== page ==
Faculty preparation for academic evaluation
Lil Miedzinski, 2E4.17 Walter Mackenzie Health Sciences Center, University of Alberta, 114 Street and 84 Avenue, Edmonton, Alberta TG6 2B7, Canada. Tel: 00 1 780 407 7313; Fax: 00 1 780 407 7137; E-mail: email@example.com
Context and setting
At most universities in North America, the evaluation of a faculty member’s academic activities is generally performed by a committee consisting of senior academics and elected representatives. The Department of Medicine at the University of Alberta developed an academic promotions workshop for its faculty members, who include clinician-teachers/educators, clinician-investigators and basic scientists.
Why the idea was necessary
A number of faculty members, both junior and senior, are poorly informed regarding the requirements for academic evaluation, the role of the Faculty Evaluation Committee (FEC), and how they should document their scholarly activities for promotion and tenure purposes.
What was done
A half-day promotion workshop was developed and implemented. Workshop participants are provided with explicit information regarding the Faculty of Medicine and Dentistry’s evaluation promotion and tenure guidelines. Templates for both a ‘clinical dossier’ and an ‘administrative dossier’ demonstrate how academic scholarship in these domains might be presented. The workshop participants then assume the role of an FEC to review three fictitious faculty applications, of which two are assessed for tenure and promotion to associate professorship and one for promotion to full professorship. Of the tenure applicants, one is a clinician-teacher and the other is a basic scientist. The professorial candidate is a clinician-investigator. The cases presented are not model applications, but, rather, applications likely to evoke discussion. In addition to the workshop participants, the mock FEC includes senior faculty ‘plants’ who provide critical assessments of the documentation. Existing chairs and senior administrators play the roles of the presenting department. After discussing the applications, the mock FEC, using secret ballots, makes a recommendation for or against promotion.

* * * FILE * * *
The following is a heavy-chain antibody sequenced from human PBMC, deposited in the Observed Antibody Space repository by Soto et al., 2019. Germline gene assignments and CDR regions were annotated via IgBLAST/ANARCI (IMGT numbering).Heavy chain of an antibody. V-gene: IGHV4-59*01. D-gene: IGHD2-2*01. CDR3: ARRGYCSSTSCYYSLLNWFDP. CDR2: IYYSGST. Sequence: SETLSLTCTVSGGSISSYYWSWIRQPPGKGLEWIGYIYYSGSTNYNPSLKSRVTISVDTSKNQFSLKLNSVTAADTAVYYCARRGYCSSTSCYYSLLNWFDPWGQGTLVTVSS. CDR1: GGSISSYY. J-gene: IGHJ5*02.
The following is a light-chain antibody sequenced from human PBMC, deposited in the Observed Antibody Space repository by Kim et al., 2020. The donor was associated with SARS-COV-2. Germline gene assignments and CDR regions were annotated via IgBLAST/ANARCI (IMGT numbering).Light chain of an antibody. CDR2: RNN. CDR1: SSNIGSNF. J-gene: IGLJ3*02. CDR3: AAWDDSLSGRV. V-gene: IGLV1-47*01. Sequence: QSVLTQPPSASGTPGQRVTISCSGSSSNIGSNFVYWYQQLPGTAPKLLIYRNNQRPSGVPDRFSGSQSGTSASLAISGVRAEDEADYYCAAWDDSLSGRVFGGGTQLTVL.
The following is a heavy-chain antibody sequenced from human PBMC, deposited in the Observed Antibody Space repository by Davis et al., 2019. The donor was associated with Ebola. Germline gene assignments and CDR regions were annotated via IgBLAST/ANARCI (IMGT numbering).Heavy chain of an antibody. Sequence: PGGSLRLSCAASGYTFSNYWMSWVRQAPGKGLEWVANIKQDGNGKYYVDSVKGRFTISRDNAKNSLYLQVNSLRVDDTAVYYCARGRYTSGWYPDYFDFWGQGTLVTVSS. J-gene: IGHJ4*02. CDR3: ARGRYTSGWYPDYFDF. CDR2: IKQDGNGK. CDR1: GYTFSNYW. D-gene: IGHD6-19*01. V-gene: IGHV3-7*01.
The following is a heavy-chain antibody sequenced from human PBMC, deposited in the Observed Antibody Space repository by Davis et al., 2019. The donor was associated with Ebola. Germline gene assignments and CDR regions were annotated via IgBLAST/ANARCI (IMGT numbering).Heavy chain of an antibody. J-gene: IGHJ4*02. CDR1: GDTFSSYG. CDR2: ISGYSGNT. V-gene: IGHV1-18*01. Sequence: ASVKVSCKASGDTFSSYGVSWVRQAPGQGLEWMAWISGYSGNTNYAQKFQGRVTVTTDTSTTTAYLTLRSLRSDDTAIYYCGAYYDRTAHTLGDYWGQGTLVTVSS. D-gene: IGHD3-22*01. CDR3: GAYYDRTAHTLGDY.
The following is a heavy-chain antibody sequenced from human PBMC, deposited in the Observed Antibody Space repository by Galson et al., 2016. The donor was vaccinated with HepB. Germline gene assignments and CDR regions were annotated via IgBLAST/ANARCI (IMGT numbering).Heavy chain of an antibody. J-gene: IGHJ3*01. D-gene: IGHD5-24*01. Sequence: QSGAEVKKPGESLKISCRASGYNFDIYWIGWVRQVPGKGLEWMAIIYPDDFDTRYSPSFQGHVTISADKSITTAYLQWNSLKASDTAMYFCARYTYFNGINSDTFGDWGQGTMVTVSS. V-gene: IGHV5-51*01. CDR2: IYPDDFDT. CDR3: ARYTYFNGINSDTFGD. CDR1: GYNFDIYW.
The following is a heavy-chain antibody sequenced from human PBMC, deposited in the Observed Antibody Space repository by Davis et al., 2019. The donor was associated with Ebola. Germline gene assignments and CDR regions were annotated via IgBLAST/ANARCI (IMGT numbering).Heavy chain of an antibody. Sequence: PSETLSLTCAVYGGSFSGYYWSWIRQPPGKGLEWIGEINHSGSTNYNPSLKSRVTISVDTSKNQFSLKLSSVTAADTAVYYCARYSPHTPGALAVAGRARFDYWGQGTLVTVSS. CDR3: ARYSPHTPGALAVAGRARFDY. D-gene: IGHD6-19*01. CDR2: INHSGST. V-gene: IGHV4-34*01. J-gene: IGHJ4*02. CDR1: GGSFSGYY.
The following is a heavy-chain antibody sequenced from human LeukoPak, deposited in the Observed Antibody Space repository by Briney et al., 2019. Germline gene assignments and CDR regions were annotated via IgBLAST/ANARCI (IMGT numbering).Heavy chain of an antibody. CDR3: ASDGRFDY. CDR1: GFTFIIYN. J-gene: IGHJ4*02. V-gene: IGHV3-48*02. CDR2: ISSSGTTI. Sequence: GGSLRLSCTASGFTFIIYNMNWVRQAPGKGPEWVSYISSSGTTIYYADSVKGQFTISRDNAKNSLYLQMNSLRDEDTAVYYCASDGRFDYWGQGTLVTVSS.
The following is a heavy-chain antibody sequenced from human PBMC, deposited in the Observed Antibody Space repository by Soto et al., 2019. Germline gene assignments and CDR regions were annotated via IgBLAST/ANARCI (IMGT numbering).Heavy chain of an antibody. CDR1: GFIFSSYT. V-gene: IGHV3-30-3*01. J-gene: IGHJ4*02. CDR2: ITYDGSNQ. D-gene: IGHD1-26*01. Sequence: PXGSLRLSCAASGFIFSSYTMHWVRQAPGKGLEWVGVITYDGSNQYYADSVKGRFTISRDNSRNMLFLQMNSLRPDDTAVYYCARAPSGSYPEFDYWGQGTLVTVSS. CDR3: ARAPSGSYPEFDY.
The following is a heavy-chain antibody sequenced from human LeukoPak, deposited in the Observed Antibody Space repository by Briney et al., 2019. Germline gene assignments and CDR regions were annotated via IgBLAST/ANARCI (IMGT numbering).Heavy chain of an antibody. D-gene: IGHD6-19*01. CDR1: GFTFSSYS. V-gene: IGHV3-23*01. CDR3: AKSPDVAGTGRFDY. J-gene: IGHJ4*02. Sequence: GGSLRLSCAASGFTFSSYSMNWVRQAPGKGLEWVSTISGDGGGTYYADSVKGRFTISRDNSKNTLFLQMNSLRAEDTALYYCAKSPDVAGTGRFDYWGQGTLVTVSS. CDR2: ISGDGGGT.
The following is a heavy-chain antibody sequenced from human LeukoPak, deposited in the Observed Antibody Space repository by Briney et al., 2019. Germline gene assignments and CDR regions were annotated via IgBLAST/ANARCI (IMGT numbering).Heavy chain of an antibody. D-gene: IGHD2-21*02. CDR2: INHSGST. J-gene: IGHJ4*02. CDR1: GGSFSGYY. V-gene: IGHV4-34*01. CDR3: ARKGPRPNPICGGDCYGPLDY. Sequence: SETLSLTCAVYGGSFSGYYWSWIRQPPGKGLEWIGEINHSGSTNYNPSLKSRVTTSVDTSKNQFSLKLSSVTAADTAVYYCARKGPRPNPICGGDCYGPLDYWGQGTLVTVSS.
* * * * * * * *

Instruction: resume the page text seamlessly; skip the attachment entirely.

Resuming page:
Evaluation of results and impact
Since 2000 the Department of Medicine has offered this workshop once or twice yearly. Increasingly, requests from other departments have been accommodated and the workshop has evolved to a Faculty-wide endeavour. To date, 148 individuals from 19 departments have participated, with a 70 : 30 ratio of assistant : associate professors.
Ratings have been uniformly positive, with all evaluating participants recommending the workshop.
Comments from participants reflect the quality and relevance of the workshop:
- • ‘…very useful to hear the “planted” criticisms…’
- • ‘…reinforced how critical documentation is … emphasised how scholarly work is viewed by others...’
- • ‘…should be [a] mandatory part of the introduction of new faculty…’
- • ‘…wish I had done this sooner…’ and
- • ‘…I have a much better idea how to prepare junior divisional members. I would recommend they all go through this before their third year assessment.’
This workshop has proven to be useful to faculty members, divisional directors and departmental chairs. It has allowed participants to more objectively assess the scholarly contributions required for academic promotion and to understand how to present their contributions for assessment by others.